Optical Capture of the Anatomy

Electrical impedance tomography (EIT) imaging is based on the application of electrodes to the skin, and on passing very low intensity currents between these electrodes. The resulting potentials carry information relative to the distribution of electrical properties in a volume under the electrodes. Correct knowledge of the position of electrodes and of the anatomy of the volume of interest is important for successfully reconstructing EIT images. Often, the patient-specific anatomy is unknown. When this occurs, "template" anatomical models, which represent the average shape of the anatomy, are used. Small differences between the true anatomy and assumed anatomy can result in significant artifacts in the images, and generally, in reduced image quality. Our group has developed methods that allow using optical devices for accurately capturing the anatomy of the patient and position of the electrodes, producing high-quality, patient specific FEM meshes to be used for image reconstruction.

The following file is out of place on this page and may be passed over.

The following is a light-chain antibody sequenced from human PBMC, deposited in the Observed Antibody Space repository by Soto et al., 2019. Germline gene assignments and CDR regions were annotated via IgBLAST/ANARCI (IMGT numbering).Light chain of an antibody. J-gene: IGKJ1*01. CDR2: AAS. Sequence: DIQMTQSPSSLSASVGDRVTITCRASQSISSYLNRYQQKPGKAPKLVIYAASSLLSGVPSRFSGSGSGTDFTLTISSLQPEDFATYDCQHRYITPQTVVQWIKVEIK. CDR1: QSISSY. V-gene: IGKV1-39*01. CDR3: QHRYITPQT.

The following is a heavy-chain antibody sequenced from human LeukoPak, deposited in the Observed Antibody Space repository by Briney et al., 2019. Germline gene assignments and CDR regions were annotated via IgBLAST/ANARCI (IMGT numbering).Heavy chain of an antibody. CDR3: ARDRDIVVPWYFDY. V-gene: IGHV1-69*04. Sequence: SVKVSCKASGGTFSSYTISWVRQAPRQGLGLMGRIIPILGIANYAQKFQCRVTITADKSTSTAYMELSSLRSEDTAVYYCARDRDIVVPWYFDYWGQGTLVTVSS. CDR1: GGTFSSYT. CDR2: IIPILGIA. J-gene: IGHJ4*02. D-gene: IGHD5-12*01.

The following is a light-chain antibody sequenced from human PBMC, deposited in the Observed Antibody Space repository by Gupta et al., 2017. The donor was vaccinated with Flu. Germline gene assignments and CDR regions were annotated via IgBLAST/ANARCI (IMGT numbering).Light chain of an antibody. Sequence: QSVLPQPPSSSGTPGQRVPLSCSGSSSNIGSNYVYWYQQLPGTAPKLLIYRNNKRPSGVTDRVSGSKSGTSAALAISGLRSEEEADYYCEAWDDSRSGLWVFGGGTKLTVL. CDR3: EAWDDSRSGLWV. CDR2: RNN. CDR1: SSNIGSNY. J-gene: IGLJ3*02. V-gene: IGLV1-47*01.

Optical process of capturing anatomy and position of electrodes
This figure illustrates results from the optical process of capturing anatomy and position of electrodes. Shown on the left is the breast of a volunteer subject to which small round colored dots were attached to simulate electrodes. The breast was captured with an optical device and using a complex chain of software developed by our group. The FEM mesh on the right was automatically produced. The mesh incorporates surface patches representing electrodes in their correct position, is high quality, and closely matches the true anatomy of the subject.